Creating your Theme and Developing a Unifier

Creating your Theme and Developing a Unifier

UNIFIER DEFINED

A unifying statement or idea (also referred to as “theme”) within a yearbook that clearly tells a story, creates a personality and marks the school year by mirroring the action, tempo and mood of the student body.

DEVELOPING A UNIFYING CONCEPT

  • Have a brainstorming session where everyone convenes and shares their ideas. This might take place at a staff-only meeting over the summer or at a summer camp or workshop.
  • A designated person should write down all the ideas.
  • Ideas should be shared openly without criticism or comment.
  • Consider words/phrases and ideas; discuss the verbal voice of each.
  • Narrow the ideas down to two or three that meet the required criteria and have the most appeal.
  • Determine whether traditional sections or some other format makes most sense.
  • Discuss whether mini-theme ideas would be appropriate for each section.
  • Usually one of the ideas becomes an obvious choice at this point.
  • If not, continue developing the ideas and have the staff, editor(s) and adviser determine the best concept.

A STRONG UNIFIER SHOULD…

  • relate to the school. There should be an obvious tie between the school and the theme. For example if school morale is low – DO NOT choose a pride theme.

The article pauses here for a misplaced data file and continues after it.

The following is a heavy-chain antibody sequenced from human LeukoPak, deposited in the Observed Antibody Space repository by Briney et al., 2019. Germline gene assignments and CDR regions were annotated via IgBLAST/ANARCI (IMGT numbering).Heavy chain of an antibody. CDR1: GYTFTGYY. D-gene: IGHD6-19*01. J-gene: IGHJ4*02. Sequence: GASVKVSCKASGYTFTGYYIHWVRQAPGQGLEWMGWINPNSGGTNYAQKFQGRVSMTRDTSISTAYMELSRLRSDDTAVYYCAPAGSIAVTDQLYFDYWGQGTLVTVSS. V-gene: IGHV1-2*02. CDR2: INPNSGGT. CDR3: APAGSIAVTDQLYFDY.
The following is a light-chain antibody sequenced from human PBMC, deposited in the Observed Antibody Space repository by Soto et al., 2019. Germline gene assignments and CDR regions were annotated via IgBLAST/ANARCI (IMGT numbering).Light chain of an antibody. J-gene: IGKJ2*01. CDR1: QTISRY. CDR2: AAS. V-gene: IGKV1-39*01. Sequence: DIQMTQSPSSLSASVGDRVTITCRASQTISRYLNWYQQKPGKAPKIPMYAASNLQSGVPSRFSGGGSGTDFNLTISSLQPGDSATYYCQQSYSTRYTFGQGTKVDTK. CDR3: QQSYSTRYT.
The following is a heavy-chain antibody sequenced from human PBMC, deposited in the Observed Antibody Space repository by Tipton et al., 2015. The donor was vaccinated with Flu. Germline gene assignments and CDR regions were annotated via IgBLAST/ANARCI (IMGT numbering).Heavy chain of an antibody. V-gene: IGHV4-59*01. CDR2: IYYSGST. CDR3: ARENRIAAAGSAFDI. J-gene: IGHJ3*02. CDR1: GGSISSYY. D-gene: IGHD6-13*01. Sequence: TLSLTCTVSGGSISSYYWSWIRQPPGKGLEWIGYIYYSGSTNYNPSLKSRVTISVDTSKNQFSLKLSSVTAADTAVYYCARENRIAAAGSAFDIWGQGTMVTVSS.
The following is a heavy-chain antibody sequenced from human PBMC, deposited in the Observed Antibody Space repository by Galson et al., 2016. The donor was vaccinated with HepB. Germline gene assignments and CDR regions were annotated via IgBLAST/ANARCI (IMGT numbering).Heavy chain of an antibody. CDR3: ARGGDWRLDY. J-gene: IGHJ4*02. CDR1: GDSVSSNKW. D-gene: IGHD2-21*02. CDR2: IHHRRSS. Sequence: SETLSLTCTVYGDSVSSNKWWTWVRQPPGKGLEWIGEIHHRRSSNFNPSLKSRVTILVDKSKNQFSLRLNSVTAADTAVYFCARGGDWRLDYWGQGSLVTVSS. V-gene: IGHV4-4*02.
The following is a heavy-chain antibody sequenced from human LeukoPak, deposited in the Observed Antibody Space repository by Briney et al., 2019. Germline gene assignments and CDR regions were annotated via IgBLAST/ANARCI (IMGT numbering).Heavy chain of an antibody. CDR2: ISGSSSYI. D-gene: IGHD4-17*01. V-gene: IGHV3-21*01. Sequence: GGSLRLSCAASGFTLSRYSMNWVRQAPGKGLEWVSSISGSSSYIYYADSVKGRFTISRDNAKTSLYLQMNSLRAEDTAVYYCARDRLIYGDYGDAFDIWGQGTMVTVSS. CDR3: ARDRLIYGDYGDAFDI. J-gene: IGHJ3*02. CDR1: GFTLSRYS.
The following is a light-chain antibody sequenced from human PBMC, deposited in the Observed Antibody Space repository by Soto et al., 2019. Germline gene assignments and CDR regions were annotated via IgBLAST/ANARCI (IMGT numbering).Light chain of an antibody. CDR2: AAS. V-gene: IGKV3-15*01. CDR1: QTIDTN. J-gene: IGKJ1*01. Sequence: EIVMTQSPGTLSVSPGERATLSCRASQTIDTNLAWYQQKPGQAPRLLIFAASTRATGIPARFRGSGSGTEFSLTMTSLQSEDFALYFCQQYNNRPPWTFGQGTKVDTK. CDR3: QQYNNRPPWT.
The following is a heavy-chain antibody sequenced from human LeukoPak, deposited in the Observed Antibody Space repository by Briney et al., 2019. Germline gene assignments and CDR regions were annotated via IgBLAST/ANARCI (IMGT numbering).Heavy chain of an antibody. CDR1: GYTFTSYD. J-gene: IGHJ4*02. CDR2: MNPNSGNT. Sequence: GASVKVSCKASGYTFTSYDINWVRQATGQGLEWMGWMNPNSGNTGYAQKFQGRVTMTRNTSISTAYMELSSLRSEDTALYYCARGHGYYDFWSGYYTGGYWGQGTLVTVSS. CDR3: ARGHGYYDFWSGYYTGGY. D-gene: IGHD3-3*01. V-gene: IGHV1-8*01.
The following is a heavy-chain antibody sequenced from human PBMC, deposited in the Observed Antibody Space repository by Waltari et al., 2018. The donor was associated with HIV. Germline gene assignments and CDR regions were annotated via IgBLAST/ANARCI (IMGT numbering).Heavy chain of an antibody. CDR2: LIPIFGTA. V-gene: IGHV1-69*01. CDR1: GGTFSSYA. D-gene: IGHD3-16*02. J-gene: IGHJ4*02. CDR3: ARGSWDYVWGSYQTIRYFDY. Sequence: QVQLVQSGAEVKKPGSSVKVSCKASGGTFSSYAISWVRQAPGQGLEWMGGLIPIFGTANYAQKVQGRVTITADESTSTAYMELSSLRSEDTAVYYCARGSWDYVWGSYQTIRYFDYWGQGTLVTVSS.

• relate to the year. Major school events and/or circumstances that occur during the year provide logical and appropriate theme choices.
  • be verbal. The catch phrase should be memorable and flexible so that it can be adapted to theme copy, captions and mini-themes or spin-offs.
  • be visual. A theme look is created by using fonts, graphic elements and colors that are consistent with the message.

A UNIFIER SHOULD NOT BE…

  • a song, movie, TV or magazine title.
  • copyrighted material.
  • a condescending or demoralizing theme.
  • an overused phrase or idea.

UNIFYING DESIGN

Utilize the cover, endsheets, title page, opening spread(s), closing spread(s) and all divider pages to convey the theme throughout the book. The reader should immediately recognize the theme in each section of the book. Supporting elements such as graphic devices, titles or folios may be used to help unify the yearbook.

Layouts that are necessary for the theme pages within the book are:

  • The title page which carries key school information.
  • The opening spread(s) and closing spread(s) are often identical layouts.
  • All dividers should be identical, and similar to the opening and closing spreads. Consistent divider pages help indicate to the reader that a transition is being made.

UNIFYING VOICE

Theme copy should support the theme concept in tone and content as well as through word choices and font selection. Specific details and informative words are key elements when writing dynamic theme copy, which should read like anything but a descriptive paragraph or graduation speech.

Herff Jones Yearbooks

Herff Jones Yearbooks

We inspire creativity, celebrate great yearbook design and marvel at the amazing storytelling capabilities of yearbook staffs near and far. YEARBOOK — IT’S WHAT WE DO.
Herff Jones Yearbooks

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